Neighbors: Garden City unveiled

Director Tahani Rached returns to the screen in top form with Giran (Neighbors), a feature-length documentary about the neighborhood of Garden City. Rached worked as a full-time filmmaker with the National Film Board of Canada from 1981 to 2004, producing over 10 documentaries at the time, before returning to Egypt and making el-Banat Dol (Those Girls) in 2005. The documentary, about the day-to-day tribulations of six street girls, was chosen as an official out-of-competition selection at the Cannes Film Festival that year. Giran, her follow-up feature film, is a spirited and dynamic exploration of the changing face of a neighborhood once associated with opulence and political power.
The project began with an invitation. In 2007, Rached tells Al-Masry Al-Youm, then Ambassador Francis Ricciardone invited her to screen el-Banat Dol at the US embassy. Following the screening, Ricciardone informed Rached of a party he planned to host, a “neighbors” party, in which he intended to assure local residents that despite the encroachment of the embassy’s cranked-up security measures upon the community and its businesses, plans were also underway to “beautify” the neighborhood.
Rached, herself a Garden City resident, immediately inquired if she could film the party, and gained unrestricted access. She was able to capture the simmering tension surrounding the diplomatic handshakes, the ambassador’s position straight from the horse’s mouth, and the skeptical responses of the attendees. Gradually, over the course of two years, Rached voraciously interviewed neighborhood residents from all walks of life, from nostalgic descendants of gentry to homeless porters, and peeled away the layers of the neighborhood’s rich history. The result is a gripping story of a once glorious neighborhood’s transmogrification, told through its antiquated architecture and diverse residents.  
The ceaseless procession of colorful characters is what makes the film an unforgettable tour de force. Swiss diplomats complaining about the new Four Seasons hotel obstructing sunlight to their villa’s garden are contrasted sharply with street vendors and valets braving smiles through daily hustles tinged with desperation. An erudite retired police general guides us through the debasement of the authorities’ relationship with locals, and bazaar owners seize the opportunity to vent about how much business the British and American security barricades have cost them.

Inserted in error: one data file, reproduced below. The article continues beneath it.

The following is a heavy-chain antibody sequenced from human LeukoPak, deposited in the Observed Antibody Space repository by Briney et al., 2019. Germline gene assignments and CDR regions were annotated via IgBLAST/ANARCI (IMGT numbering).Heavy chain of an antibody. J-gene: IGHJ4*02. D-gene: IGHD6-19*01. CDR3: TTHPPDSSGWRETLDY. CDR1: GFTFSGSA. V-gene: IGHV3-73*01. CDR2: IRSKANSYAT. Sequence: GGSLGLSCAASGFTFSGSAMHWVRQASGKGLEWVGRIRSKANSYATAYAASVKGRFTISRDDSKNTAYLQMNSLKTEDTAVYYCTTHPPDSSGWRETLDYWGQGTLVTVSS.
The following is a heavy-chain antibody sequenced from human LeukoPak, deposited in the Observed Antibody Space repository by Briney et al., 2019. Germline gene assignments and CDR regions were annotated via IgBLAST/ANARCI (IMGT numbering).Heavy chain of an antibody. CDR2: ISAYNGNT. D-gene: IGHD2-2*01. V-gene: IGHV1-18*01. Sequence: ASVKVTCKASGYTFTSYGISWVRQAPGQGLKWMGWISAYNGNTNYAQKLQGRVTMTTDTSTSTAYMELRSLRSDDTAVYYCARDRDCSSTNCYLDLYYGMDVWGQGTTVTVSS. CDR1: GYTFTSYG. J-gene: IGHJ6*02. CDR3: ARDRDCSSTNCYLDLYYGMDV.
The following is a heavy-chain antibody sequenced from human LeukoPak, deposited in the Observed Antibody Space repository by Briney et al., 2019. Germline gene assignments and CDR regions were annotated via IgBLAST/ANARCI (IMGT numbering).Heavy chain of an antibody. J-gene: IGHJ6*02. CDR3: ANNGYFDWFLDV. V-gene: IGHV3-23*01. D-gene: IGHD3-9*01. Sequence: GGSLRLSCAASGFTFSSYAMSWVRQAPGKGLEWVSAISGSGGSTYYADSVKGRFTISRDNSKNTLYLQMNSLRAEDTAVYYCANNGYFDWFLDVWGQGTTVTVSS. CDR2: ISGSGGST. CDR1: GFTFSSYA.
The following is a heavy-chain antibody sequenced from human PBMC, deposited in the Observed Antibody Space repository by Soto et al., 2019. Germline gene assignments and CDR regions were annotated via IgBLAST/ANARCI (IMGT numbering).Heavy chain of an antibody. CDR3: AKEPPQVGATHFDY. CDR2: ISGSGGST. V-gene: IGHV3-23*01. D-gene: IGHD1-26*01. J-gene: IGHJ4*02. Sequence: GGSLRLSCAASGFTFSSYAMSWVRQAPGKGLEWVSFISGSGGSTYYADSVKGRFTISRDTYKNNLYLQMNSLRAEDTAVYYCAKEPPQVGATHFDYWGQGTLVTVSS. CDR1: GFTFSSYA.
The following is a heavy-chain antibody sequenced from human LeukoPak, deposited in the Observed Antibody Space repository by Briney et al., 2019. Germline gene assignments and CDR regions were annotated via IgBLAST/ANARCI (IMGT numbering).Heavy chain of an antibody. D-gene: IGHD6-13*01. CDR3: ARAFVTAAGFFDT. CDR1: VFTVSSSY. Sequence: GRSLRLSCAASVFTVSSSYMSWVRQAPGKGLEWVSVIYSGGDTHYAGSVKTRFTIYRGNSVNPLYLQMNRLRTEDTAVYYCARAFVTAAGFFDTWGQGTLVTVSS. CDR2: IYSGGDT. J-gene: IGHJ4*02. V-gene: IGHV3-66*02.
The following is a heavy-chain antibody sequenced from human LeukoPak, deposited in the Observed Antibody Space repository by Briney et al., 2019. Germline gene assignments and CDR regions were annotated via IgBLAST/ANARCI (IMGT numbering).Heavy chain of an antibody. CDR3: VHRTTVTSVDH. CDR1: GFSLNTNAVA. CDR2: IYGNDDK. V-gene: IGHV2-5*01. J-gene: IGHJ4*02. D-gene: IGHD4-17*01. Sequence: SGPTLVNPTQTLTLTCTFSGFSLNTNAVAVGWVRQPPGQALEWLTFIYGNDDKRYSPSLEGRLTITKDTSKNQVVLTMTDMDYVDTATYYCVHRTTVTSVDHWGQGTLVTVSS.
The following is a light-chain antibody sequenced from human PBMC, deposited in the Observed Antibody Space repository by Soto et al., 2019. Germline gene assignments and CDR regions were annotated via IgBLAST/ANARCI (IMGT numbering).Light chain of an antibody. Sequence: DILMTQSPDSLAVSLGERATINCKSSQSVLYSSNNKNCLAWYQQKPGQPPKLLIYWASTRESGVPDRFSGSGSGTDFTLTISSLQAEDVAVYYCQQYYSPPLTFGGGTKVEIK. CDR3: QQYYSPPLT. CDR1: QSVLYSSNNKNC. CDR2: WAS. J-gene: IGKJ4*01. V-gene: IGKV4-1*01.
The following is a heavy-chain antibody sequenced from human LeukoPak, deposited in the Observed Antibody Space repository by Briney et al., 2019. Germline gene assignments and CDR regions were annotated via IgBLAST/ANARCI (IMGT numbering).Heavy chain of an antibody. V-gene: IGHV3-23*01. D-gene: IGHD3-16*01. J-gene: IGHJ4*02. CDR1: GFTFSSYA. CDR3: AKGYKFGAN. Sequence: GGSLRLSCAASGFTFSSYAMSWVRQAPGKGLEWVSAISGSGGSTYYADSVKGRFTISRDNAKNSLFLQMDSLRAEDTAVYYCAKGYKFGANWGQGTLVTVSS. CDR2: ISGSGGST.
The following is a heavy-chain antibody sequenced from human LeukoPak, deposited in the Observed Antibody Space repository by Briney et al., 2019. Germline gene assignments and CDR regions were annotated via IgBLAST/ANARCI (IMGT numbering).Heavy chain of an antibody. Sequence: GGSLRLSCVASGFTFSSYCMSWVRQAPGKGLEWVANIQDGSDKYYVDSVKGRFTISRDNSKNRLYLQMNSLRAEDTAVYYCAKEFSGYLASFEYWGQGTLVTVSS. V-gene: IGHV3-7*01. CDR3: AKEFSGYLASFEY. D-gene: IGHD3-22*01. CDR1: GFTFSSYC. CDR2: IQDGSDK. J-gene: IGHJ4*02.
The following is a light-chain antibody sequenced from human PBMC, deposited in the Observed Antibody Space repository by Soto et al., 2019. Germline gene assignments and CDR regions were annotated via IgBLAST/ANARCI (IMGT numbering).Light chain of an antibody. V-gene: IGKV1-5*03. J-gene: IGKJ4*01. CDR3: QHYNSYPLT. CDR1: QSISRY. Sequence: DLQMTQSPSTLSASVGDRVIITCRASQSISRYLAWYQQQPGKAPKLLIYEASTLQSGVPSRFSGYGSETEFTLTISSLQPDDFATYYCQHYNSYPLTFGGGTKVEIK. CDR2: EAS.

Rached’s experience and sound instincts allow her to distill her selection of speakers down to only the most charismatic, and, with the aid of the assured immediacy of Nancy Abdel Fattah’s masterful handheld camerawork, she excels at sketching compelling and accessible portraits of each of them with brevity. Even after staring at them for months on end in the editing suite, Rached is still not immune to some of her characters’ personal charm. She speaks of her love of the work ethic of Saad Aly Shlo, a farmer who moved to the city and turned the abandoned plot of land he guards into a flourishing bed of arugula and parsley, and the rooftop-dwelling Baraka family whose unwavering generosity of spirit reminds her why she loves her homeland.
Comprehensive in the treatment of her distinctive subject, Rached invites a considerable group of intellectuals, including journalists, political writers and novelists, to offer their commentary on Garden City’s transformation. Discussing socialism and the crude urbanization that followed the qualified success of the1952 revolution, and the 1974 Infitah (Open Door policy) that opened the floodgates for a swarm of invasive foreign banks, the representation of the neighborhood as a microcosm of Egypt quickly becomes apparent–its streets, buildings and inhabitants delineate the country’s modern history, all the way down to present-day security paranoia.
Punctuated with a deft use of archive footage and clips from Egyptian film classics, which keep its pace sprightly, Rached has created an engaging, entertaining and informative documentary. Already slated to screen in several international film festivals this year, including Toronto’s Hotdocs and Madrid’s Panorama of Contemporary Arab Documentaries, the film struggles to find a local home. The filmmakers are currently in talks with affiliates of producers Studio Masr to see if a limited theatrical release is financially viable. It would be unprecedented for a locally produced documentary film. Yet, as anyone who has seen the film is likely to attest, one would be hard-pressed to find a more worthy contender.
Giran (Neighbors) will be showing at Al-Gomhurriya Theatre as part of Egypt’s 16th National Film Festival on Sunday 25 April at 11 AM.

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